Iris scanning is an accurate way to identify horses.
Identifying one horse from another might not seem like a challenge, but for some horse owners, breed associations, and event organizers, an accurate form of identification ensures the right horses are where they need to be, when they need to be there. Recent developments in iris scanning have led to a new form of equine identification, and research has indicated that the horse's eye could be the most telling identifier.
David Knupp, of Global Animal Management, explained that a digital photograph of an equine eye can act as an accurate and detailed identifier. A specially designed infrared camera is used to measure numerous points on the iris. Then, an algorithm is used to create an alphanumeric code that serves as the horse's identification number.
Knupp explained that the eye scanner uses the patterns in the iris to identify a horse, much the same way fingerprints are used to identify humans. The iris becomes stable once the horse has reached a year of age, he said, and no two irises are identical, including those of clones. Already used in humans (mainly for security purposes at present), iris scanning is one of the most accurate forms of identification, Knupp added.
Current equine identification methods include lip tattoos, freeze or hot iron brands, microchips, and DNA analysis. While all of these options are used successfully and frequently, Knupp pointed out that they are all invasive in nature. An iris scan, on the other hand, can be accomplished in a noninvasive manner and allows the person doing the scanning to hold the camera about a foot away from the horse, a feature that will likely aid in identifying unruly or nervous horses.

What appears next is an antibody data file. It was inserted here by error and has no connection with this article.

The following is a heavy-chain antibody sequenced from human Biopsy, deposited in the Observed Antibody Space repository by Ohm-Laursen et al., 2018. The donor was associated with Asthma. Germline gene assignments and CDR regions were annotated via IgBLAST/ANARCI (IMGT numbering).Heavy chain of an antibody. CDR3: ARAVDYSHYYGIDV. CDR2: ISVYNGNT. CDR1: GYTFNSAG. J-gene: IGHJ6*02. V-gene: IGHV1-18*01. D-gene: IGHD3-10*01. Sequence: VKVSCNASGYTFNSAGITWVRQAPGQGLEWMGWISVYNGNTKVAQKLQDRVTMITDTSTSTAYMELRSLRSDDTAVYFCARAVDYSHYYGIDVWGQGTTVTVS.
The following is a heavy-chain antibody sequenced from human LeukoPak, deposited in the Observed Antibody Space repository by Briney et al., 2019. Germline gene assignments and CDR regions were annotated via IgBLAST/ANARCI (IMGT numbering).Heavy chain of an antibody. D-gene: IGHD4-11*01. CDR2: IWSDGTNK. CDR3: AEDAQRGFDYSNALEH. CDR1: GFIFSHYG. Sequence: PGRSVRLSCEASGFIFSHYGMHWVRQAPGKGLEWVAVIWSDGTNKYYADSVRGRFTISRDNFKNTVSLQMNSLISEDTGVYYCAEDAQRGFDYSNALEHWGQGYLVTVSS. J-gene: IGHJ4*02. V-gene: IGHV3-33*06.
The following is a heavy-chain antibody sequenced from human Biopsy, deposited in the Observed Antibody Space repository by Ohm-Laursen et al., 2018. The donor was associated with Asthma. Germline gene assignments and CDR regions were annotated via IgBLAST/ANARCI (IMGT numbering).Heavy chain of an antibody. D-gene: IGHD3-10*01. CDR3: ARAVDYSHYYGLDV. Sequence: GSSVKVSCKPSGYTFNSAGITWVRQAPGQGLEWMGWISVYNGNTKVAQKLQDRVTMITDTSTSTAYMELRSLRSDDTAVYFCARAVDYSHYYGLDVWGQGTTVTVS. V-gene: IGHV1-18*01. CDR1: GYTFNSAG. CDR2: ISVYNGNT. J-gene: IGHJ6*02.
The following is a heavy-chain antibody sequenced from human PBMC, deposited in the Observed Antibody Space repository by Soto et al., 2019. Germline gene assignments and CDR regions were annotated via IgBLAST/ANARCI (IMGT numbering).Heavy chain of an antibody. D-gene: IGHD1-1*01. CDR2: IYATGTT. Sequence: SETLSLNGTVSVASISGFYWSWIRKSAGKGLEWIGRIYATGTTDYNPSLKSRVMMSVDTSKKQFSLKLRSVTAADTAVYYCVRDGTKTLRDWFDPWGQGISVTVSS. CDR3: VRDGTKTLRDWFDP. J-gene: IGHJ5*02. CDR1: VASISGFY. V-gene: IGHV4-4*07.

While severe ocular injuries can potentially disrupt the scanner's efficacy, research results have indicated that a positive identification can still be made with 60% of the iris intact. In the event of an enucleation (total removal of the eye), the opposite eye can serve as an identifier, as it also has an individual iris that can be scanned and documented, Knupp said. Additionally, he said, cataracts and glaucoma don't appear to diminish the identification process since the iris is located on the front of the eye; however, certain pathology can potentially disrupt the identification process, he added.
Monty McInturff, DVM, an equine practitioner at Tennessee Equine Hospital LLP in Thompson’s Station, believes that horse owners will appreciate the noninvasive approach that iris scanning takes to horse identification: "The accuracy is amazing and our clients enjoy the new technology being applied to their horse. Clients like the idea of not putting their horse through the pain of microchipping. As veterinary medicine evolves technology will lead the way."
While the new technology is not yet available to the public, Knupp hopes an iris scanning identification product will be available to consumers in the fall.
Disclaimer: Seek the advice of a qualified veterinarian before proceeding with any diagnosis, treatment, or therapy.